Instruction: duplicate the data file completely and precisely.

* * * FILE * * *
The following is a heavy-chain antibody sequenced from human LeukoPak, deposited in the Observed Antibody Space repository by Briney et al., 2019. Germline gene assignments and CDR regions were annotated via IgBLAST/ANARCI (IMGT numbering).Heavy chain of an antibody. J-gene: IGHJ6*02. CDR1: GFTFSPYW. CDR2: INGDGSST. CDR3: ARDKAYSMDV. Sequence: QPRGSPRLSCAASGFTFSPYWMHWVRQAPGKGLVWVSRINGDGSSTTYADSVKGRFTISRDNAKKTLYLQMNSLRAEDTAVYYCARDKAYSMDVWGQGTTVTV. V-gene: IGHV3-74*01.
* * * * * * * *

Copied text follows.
The following is a heavy-chain antibody sequenced from human LeukoPak, deposited in the Observed Antibody Space repository by Briney et al., 2019. Germline gene assignments and CDR regions were annotated via IgBLAST/ANARCI (IMGT numbering).Heavy chain of an antibody. J-gene: IGHJ6*02. CDR1: GFTFSPYW. CDR2: INGDGSST. CDR3: ARDKAYSMDV. Sequence: QPRGSPRLSCAASGFTFSPYWMHWVRQAPGKGLVWVSRINGDGSSTTYADSVKGRFTISRDNAKKTLYLQMNSLRAEDTAVYYCARDKAYSMDVWGQGTTVTV. V-gene: IGHV3-74*01.